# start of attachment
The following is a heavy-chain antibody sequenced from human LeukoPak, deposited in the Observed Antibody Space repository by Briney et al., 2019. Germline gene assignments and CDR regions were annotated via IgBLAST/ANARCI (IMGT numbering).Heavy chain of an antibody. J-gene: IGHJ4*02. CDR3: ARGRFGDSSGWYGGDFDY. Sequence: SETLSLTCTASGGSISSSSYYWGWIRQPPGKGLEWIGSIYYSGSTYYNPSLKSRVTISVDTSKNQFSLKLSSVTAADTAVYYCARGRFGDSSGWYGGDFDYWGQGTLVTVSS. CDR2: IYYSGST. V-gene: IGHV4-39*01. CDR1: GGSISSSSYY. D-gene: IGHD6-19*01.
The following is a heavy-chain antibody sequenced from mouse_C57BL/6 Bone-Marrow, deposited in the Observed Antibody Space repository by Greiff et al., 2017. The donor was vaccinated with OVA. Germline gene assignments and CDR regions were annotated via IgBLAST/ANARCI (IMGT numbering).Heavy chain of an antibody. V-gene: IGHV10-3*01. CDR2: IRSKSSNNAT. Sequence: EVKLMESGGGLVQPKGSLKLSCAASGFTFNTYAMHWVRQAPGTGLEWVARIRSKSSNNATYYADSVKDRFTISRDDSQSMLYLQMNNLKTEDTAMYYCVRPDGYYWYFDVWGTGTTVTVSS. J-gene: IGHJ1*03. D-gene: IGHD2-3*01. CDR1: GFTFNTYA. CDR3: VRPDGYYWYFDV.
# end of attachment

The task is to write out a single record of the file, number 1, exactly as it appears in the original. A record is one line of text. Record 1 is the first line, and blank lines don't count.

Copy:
The following is a heavy-chain antibody sequenced from human LeukoPak, deposited in the Observed Antibody Space repository by Briney et al., 2019. Germline gene assignments and CDR regions were annotated via IgBLAST/ANARCI (IMGT numbering).Heavy chain of an antibody. J-gene: IGHJ4*02. CDR3: ARGRFGDSSGWYGGDFDY. Sequence: SETLSLTCTASGGSISSSSYYWGWIRQPPGKGLEWIGSIYYSGSTYYNPSLKSRVTISVDTSKNQFSLKLSSVTAADTAVYYCARGRFGDSSGWYGGDFDYWGQGTLVTVSS. CDR2: IYYSGST. V-gene: IGHV4-39*01. CDR1: GGSISSSSYY. D-gene: IGHD6-19*01.